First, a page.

The members of Gang Gang Dance are excellent conjugators. Like many of their previous records, Saint Dymphna is an object lesson in how to coalesce manifold genres without collapsing under a weight of influences. They’re one of the few bands that can grab from multiple sources and not sound like they’re wearing oven mitts at the mixing stage. Crucially, they also appear to regard repetition as a stultifying experience, meaning each record bears a distinct character that’s quite unlike anything else they’ve done.
Saint Dymphna opens with a skewer of light in the form of “Bebey.” One minute into the song and it’s clear that dance music has exerted an even tighter grip over the band in the years since 2005’s God’s Money. Certain hallmarks from their previous incarnation remain, such as the tight clattering percussion and Lizzie Bougatsos’s remarkable ability to assimilate the vocal inflections of Ari Up, Kate Bush, Gina Birch and Bjork.
But the effusive groove of “First Communion” plays like a band falling in love with pop. Indeed, plenty of the beats and textures that coarse through Saint Dymphna's veins have more in common with super-pop production houses like Xenomania than they do with Gang Gang Dance’s contemporaries. The instrumentation of “First Communion” could even work as a Girls Aloud song, which might be anathema in indie-rock circles but serves as a perfectly logical step to anyone following Gang Gang Dance’s trajectory.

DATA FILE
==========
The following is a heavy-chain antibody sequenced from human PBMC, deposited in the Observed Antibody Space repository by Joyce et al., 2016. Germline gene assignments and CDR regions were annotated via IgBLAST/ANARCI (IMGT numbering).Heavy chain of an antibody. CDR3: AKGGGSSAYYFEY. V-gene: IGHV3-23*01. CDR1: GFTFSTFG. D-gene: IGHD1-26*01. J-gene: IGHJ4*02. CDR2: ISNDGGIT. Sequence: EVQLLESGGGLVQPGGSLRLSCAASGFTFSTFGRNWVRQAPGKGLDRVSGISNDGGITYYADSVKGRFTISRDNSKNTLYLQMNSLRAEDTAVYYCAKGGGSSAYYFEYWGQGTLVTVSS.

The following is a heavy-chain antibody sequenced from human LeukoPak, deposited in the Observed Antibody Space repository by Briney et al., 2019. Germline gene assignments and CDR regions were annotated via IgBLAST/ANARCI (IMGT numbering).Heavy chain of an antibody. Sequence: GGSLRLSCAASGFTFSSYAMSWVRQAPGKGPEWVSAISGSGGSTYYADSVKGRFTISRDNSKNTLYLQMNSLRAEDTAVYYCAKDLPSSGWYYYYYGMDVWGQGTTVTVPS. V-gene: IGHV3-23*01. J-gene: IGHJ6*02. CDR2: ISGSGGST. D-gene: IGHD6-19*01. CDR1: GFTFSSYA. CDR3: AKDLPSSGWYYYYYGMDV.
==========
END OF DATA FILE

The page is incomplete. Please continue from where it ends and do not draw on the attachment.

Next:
“Princes” is notable for its contribution from U.K. grime artist Tinchy Stryder. It sounds a little dated, but only because most grime tracks forfeit their crucial immediacy if they’re not hastily white labeled and fed through 4 a.m. pirate-radio airwaves. It’s a small misstep that momentarily knocks the album off-kilter and rises from the band’s tireless infatuation with cross-pollinating genres.
They regain shape with the clacking percussion of “Afoot,” which resembles a group of kids rattling steel fences with baseball bats. Then, like a larval caterpillar emerging from its pupal stage, the band fully realizes its vision for Saint Dymphna with “House Jam.” Like “First Communion,” the song is straight-out dance-floor-oriented pop. It’s a compound of ideas and influences borrowed from disparate sources such as Timbaland, post-punk, Daft Punk and world music.
Like most of Gang Gang Dance’s work, “House Jam” shouldn’t work, but it does. Part of the album’s appeal is discovering a band with the ambition to pool such divergent source material. But they expertly funnel it into cogency, creating a sound that is their own. It’s rare to find a band with such breadth of vision, and although indie kids might balk at Saint Dymphna’s shameless embrace of the dance floor, the rest of us will be lost in its agitated reverie.
The Brooklyn trio Gang Gang Dance release their followup album after their 2005 well-received output, "God's Money." Named after the patron saint of outsiders, "Saint Dymphma" is packed with more dance and electronic outfits than previous. Yet this album has a much more refined focus steering you in the direction that Gang Gang Dance wants to take you. The worldly and ritualistic elements of their music are fully realized when one commits entirely to the grim and dubstep to experience a supreme out of body reaction. Gang Gang Dance continues to blend their past and present influences ranging from Eno to Timbaland to Tetsu Inoue. It's an album that will have you licking your lips for more sugar. The Social Registry, who is putting out the album, has this to say, "...punk snarl on the vocals and a beat that resembles the omnipresent sound of reggaeton flooding the NYC streets during summer months." Sounds fantastic.
Official Site: http://www.ganggangdance.com/